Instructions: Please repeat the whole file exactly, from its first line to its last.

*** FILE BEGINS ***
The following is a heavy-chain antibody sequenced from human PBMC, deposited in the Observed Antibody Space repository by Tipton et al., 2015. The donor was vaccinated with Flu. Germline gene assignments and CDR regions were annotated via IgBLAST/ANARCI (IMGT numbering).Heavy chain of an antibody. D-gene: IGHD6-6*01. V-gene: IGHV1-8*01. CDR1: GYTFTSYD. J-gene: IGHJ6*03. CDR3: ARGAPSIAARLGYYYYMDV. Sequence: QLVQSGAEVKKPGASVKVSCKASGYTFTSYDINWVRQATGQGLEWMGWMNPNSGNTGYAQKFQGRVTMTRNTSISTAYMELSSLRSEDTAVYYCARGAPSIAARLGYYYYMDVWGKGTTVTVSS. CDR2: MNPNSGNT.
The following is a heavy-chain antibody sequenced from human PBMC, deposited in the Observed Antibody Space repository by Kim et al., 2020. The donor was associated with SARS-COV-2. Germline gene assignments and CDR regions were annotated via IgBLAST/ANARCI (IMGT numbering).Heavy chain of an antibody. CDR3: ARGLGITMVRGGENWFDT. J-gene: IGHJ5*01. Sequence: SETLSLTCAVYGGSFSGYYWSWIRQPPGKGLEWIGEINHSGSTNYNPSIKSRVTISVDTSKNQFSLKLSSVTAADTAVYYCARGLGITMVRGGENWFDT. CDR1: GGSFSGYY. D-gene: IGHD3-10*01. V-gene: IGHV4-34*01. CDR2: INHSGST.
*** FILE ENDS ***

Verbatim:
The following is a heavy-chain antibody sequenced from human PBMC, deposited in the Observed Antibody Space repository by Tipton et al., 2015. The donor was vaccinated with Flu. Germline gene assignments and CDR regions were annotated via IgBLAST/ANARCI (IMGT numbering).Heavy chain of an antibody. D-gene: IGHD6-6*01. V-gene: IGHV1-8*01. CDR1: GYTFTSYD. J-gene: IGHJ6*03. CDR3: ARGAPSIAARLGYYYYMDV. Sequence: QLVQSGAEVKKPGASVKVSCKASGYTFTSYDINWVRQATGQGLEWMGWMNPNSGNTGYAQKFQGRVTMTRNTSISTAYMELSSLRSEDTAVYYCARGAPSIAARLGYYYYMDVWGKGTTVTVSS. CDR2: MNPNSGNT.
The following is a heavy-chain antibody sequenced from human PBMC, deposited in the Observed Antibody Space repository by Kim et al., 2020. The donor was associated with SARS-COV-2. Germline gene assignments and CDR regions were annotated via IgBLAST/ANARCI (IMGT numbering).Heavy chain of an antibody. CDR3: ARGLGITMVRGGENWFDT. J-gene: IGHJ5*01. Sequence: SETLSLTCAVYGGSFSGYYWSWIRQPPGKGLEWIGEINHSGSTNYNPSIKSRVTISVDTSKNQFSLKLSSVTAADTAVYYCARGLGITMVRGGENWFDT. CDR1: GGSFSGYY. D-gene: IGHD3-10*01. V-gene: IGHV4-34*01. CDR2: INHSGST.